Tuesday, 6 August 2013

Insect borings in bones from the Rancho La Brea Tar Pits.

The Rancho La Brea Tar Pits are located in what is now central Los Angeles, California. They are essentially oil deposits identical to those worked by oil drills in other parts of the world, but exposed at the surface. When oil deposits are exposed in this way the lighter fractions (crude oil is made up of a mixture of different oils, known as 'fractions' due to the process used to separate them, fractional distillation) such as petroleum evaporate off, leaving the heavier fractions, known as tar, or asphalt, behind. These form oily pools in which animals can become trapped. The La Brea Tar Pits appear to have been exposed at least intermittently at the surface for around 40 000 years, during which time a great number of animals have fallen into them.

In a paper published in the journal PLoS One on 3 July 2013, Anna Holden of the Department of Entomology at the Natural History Museum of Los Angeles County, John Harris of the George C. Page Museum and Robert Timm of the Department of Ecology and Evolutionary Biology and Biodiversity Institute at University of Kansas discuss the results of a study of insect damage to bones from the La Brea Tar Pits, and the implications of these results for the climate and conditions under which the deposits were formed.

Holden et al. compared damage on preserved bones from the Tar Pits to damage created in the lab by allowing Beetle larvae to feed on Pig and Chicken bones. They found that the damage to the ancient bones matched closely with that created by Dermestid and Tenebrionid Beetle larvae.

Damage caused to bones by Dermestid Beetle larvae. (A) Damage caused to a Pig bone in the laboratory. (B & C) Damage to the bones of Bison from the Rancho La Brea Tar Pits. Holden et al. (2013).

This has implications for the climate at the time when the bones became trapped in the tar. The types of Beetles that Holden et al. think were causing damage to bones in the La Brea Tar Pits are associated with far warmer climates than those suggested by pollen inclusions in the tar. Holden et al. suggest that this actually helps to clear up a mystery surrounding the Tar Pits; based upon pollen analysis, the temperatures at the times when the deposits were forming would have been to cool for the tar to melt, leaving a solid asphalt which animals would simply have been able to walk across.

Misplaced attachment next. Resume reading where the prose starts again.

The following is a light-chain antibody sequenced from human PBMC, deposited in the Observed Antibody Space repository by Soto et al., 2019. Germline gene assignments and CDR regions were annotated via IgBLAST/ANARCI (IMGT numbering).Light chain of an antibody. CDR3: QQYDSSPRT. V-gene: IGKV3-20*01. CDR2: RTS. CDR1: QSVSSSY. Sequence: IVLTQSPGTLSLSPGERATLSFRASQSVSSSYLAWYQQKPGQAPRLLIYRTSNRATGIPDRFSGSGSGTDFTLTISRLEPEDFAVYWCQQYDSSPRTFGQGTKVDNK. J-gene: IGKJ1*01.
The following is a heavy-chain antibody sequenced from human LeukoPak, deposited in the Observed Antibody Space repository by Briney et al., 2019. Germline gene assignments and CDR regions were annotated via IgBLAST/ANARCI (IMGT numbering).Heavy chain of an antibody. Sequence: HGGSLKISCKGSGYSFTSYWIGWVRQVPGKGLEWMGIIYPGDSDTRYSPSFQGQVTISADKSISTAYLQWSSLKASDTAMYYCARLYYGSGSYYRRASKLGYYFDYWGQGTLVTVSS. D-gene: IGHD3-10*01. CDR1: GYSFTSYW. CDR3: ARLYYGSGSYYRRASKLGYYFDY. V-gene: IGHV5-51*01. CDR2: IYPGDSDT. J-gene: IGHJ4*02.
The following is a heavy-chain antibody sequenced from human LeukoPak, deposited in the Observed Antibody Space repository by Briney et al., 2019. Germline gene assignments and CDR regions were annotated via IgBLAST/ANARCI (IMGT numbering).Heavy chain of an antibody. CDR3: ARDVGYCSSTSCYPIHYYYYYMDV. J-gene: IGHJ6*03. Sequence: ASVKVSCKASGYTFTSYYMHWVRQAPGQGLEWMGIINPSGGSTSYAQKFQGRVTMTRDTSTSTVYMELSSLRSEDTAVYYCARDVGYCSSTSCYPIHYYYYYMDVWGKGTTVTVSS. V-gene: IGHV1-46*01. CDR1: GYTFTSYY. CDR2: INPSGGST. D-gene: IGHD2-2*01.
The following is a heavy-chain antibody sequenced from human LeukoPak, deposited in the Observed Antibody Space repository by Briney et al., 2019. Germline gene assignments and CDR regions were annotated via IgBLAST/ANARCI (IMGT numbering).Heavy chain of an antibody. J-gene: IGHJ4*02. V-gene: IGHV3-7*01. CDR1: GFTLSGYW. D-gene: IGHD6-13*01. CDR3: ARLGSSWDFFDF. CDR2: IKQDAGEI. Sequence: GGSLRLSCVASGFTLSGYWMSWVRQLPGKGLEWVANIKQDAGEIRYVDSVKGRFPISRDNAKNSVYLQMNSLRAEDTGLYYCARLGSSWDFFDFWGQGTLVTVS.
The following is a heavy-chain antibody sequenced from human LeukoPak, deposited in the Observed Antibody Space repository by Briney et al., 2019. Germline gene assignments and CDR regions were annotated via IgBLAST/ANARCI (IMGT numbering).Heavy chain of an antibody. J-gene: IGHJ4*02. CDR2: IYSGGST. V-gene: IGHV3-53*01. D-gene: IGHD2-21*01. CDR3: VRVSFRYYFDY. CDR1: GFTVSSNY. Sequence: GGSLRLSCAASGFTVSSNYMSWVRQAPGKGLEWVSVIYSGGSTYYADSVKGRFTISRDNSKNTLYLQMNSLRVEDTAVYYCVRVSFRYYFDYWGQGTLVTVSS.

Damage to bones from Dermestid and Tenebrionid Beetle larvae. (A) Chicken bone damaged by Dermestid Beetle larvae in the lab. (B) Camel bone from the La Brae Tar Pits showing damage by both Dermestid and Tenebrionid Beetle larvae. Holden et al. (2013).


The warmer temperatures implied by the Beetle damage suggest that the temperatures were warm enough for the tar to melt at least periodically, suggesting a fluctuating climate. Most pollen grains used in climate studies come from trees, long lived plants which can survive fairly long periods outside their optimum temperature range. A tree that lives for a hundred years or more will not die out because there is the occasional decade in which it is too warm for it to reproduce (most organisms can survive outside the conditions which they need to reproduce successfully). Thus a fluctuating climate which occasionally produced summers, or even strings of summers, would be all that was needed to produce the fossils of the La Brea Tar Pits.

Bones showing damage from Tenebrionid Beetle larvae. (A & B) A Chicken bones damaged by Tenebionid larvae in the lab. (C) Horse bone showing signs of Tenebrionid damage from the La Brae Tar Pits. (D) Bison bone from the Tar Pits showing signs of Tenebrionid damage. Holden et al. (2013).

The extent of damage can also be used to estimate how long the bones were available at the surface. Unlike a mammalian scavenger, Beetles do not simply turn up, gnaw a bone then leave, but rather lay eggs on the bone, which have to have time to hatch, and then the Beetle larvae must spend some considerable time on the bone to make holes of any size - something which can be measuered by observing Beetles in the lab.

Bones showing damage from Tenebrionid Beetle larvae. (A) Chicken bone damaged in the lab. (B) Horse bone from the La Brea Tar Pits. Holden et al. (2013).

Based upon these calculations, Holden et al. conclude that the bones examined were available at the surface for around five months, suggesting that quite long periods of warm weather occurring, i.e. that the deposits were formed in times of long warm summers, something which supports the theory that the area was subject to climatic cycles rather than occasional freak warm weather.

See also A new species of Skin Beetle from Yunnan Province, China, Insect borings in Triasic wood and Fossil Owls from the La Brea Tar Pits.

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